“We will seek to engage transition team members of the new administration to educate incoming leadership about the tire manufacturing industry's position, economic contribution to the nation, the safety innovation that benefits consumers on the road and the issues facing our industry,” the RMA said in a statement to Tire Business.
The National Federation of Independent Business (NFIB) noted on its website that both candidates made small business an issue at the first presidential debate, held Sept. 26 at Hofstra University on Long Island, N.Y.
“I want to invest in you,” Ms. Clinton said during that debate. “I want us to invest in your future. That means jobs in advanced manufacturing, innovation and technology, clean, renewable energy, and small business — because most of the new jobs will come from small business.”
Ms. Clinton promised to cut and streamline regulations for small business, the NFIB said, but also said she favors paid family leave and an increase in the minimum wage, two things the NFIB opposes.
Mr. Trump said he would reduce the top corporate tax rate to 15 percent from 35 for both small and big businesses. “That's going to be a job creator like we haven't seen since Ronald Reagan,” he said. “It's going to be a beautiful thing to watch.”
Following is a list of Ms. Clinton's and Mr. Trump's positions on major trade and economic issues, in capsule form, gathered from their campaign websites and other sources:
Besides lowering the corporate tax rate, Mr. Trump would limit the top ordinary income tax rate to 33 percent; cap the top rate on capital gains to 20 percent; and repeal the estate tax, a major issue for TIA and other small business associations.
Ms. Clinton's position on a top corporate tax rate is unclear, but she would leave the top ordinary income tax rate at its current 43.6 percent rate; allow a 47.4-percent top rate on capital gains; and return the estate tax to its pre-2001 rate of 45 percent on estates of $3.5 million or more.
Ms. Clinton, who has advocated universal healthcare since the early 1990s—during her husband Bill Clinton's administration—would retain and build on the Affordable Care Act (ACA) and work with interested state governors to establish a public option plan.
Mr. Trump would repeal the ACA in its entirety in favor of allowing people to buy health insurance across state lines and making healthcare premiums tax-deductible.
Mr. Trump's most detailed position statement is probably on trade. Among other things, he has said he would withdraw from the TPP; direct the Commerce Department and other relevant agencies to identify and counter every trade agreement violation committed by foreign countries; renegotiate the terms of the North American Free Trade Agreement (NAFTA) to give U.S. workers a better deal; and instruct the Secretary of the Treasury to identify China as a currency manipulator.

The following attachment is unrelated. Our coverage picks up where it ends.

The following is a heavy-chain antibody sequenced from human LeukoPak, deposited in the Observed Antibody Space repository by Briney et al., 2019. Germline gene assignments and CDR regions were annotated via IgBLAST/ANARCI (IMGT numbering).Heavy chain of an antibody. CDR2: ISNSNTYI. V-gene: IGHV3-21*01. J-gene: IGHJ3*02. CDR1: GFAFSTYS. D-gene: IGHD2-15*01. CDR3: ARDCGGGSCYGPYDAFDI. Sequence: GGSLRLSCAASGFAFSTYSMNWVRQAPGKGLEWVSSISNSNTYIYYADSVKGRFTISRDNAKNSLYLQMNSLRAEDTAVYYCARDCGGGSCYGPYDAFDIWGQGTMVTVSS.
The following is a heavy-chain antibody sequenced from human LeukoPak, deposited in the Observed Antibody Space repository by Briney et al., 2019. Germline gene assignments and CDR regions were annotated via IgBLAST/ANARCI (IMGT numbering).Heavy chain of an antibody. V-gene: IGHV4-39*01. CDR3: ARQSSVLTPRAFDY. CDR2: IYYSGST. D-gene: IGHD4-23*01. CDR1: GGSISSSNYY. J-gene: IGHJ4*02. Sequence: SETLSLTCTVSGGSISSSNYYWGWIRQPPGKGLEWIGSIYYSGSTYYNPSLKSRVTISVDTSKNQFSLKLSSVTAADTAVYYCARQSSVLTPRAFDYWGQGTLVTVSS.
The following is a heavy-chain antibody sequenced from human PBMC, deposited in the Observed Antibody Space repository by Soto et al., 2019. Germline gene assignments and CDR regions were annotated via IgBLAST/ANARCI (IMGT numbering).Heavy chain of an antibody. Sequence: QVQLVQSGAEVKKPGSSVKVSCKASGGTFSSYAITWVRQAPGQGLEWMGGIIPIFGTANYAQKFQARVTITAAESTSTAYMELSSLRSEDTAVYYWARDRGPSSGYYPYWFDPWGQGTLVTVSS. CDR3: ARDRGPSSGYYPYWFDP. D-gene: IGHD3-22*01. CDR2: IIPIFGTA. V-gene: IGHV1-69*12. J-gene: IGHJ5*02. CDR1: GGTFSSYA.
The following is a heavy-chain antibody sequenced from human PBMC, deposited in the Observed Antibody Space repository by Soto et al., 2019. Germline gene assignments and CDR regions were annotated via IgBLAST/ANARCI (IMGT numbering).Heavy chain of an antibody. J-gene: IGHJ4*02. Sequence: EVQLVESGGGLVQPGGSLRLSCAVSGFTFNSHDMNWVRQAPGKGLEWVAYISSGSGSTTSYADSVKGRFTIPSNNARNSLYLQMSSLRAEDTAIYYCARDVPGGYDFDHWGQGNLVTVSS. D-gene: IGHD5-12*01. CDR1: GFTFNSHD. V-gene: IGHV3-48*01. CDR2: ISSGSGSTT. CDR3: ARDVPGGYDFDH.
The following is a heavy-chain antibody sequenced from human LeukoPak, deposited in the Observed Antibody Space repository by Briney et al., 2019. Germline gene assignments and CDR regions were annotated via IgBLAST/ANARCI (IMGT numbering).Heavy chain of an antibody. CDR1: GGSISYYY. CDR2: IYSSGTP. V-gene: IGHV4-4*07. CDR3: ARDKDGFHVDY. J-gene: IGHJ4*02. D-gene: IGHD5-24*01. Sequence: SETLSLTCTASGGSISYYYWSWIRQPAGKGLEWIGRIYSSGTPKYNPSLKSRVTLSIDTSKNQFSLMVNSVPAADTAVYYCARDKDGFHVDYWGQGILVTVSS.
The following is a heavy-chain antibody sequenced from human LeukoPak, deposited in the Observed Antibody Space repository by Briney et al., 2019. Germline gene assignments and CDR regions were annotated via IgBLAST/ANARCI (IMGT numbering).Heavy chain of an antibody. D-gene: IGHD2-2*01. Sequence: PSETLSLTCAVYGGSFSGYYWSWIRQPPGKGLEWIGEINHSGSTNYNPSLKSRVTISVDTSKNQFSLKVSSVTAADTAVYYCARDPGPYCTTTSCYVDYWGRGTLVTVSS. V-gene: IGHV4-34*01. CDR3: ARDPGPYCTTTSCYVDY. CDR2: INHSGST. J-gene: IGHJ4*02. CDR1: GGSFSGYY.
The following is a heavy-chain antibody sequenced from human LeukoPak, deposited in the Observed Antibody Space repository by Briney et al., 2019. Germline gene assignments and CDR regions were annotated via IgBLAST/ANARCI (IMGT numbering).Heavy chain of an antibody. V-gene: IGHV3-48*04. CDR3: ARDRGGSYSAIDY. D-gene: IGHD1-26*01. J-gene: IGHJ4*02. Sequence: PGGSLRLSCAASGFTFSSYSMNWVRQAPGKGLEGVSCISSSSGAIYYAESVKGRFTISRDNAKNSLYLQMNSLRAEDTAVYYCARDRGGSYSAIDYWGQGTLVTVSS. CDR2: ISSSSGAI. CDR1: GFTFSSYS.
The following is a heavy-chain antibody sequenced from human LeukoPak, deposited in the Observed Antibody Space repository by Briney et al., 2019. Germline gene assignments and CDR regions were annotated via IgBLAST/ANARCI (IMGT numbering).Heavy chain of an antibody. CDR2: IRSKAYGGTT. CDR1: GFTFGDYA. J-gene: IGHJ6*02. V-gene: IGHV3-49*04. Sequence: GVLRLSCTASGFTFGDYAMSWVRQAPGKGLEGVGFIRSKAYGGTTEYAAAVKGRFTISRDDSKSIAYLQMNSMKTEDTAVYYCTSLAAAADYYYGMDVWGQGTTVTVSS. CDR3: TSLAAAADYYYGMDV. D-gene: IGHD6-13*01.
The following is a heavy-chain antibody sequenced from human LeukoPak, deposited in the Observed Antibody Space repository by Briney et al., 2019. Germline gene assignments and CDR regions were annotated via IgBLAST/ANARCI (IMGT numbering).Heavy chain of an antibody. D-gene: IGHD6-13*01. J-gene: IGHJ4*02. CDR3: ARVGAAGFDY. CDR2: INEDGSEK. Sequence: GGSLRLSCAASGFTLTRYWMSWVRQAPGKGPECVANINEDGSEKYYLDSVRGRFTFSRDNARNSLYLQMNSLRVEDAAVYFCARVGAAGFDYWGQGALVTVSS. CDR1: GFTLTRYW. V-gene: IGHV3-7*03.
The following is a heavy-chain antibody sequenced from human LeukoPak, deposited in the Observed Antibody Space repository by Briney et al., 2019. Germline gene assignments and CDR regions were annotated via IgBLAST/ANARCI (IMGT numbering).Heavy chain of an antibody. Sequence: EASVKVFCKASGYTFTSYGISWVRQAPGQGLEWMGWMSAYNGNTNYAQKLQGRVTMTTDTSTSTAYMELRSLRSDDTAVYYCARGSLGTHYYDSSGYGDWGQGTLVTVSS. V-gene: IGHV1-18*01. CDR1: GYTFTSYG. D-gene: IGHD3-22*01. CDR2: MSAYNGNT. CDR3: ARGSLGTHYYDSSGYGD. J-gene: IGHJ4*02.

Ms. Clinton, an early supporter of the TPP, has said she now opposes the trade agreement as it is written. She too has said that she will crack down on China and other countries that abuse global trade rules, and that she would like to renegotiate NAFTA.
(Mr. Littlefield said TIA is not enthusiastic about renegotiating NAFTA, because officials of the former International Tire & Rubber Association worked so hard in the 1990s to negotiate an equitable deal for retreaders in that agreement.)
Mr. Trump maintains that climate change is a hoax — and is on record speculating China is behind the premise. That's a position Ms. Clinton strongly rejects.
The candidates agree that hydraulic fracturing (fracking) should not be banned, but they part ways on whether offshore drilling should be banned and whether the U.S. should stay in the Paris climate accord.
Ms. Clinton would strengthen environmental regulations and give support to clean-energy initiatives; in the Sept. 26 debate, Mr. Trump brought up the solar developer Solyndra L.L.C., which went bankrupt despite more than $500 million in federal loans. “I'm a great believer in all forms of energy, but we're putting a lot of people out of work,” he claimed of the clean energy industry.
Ms. Clinton has more recommendations on how to stimulate U.S. business and help U.S. workers than on any other subjects. In her first 100 days as president, she said she will work with both business and labor to make major investments in infrastructure, manufacturing, research and technology, clean energy and small business. She also has said she supports raising the federal minimum wage to $12 an hour and will support state and local efforts to raise minimum wages to $15; invest in high-quality training, apprenticeship and skill-building programs; reward companies that invest in their workers and share profits; and fight for equal pay for women and for guaranteed paid leave.
Mr. Trump has no section on his campaign website devoted to labor. He has promised to “create a dynamic booming economy that will create 25 million new jobs over the next decade.”
His jobs growth plan includes the aforementioned tax cuts and a “complete regulatory overhaul” including repeal of the Environmental Protection Agency's Clean Power Plan and a moratorium on new federal regulations “that are not compelled by Congress or public safety,” along with oft-repeated claims that he will bring back to the U.S. jobs taken offshore by American companies.
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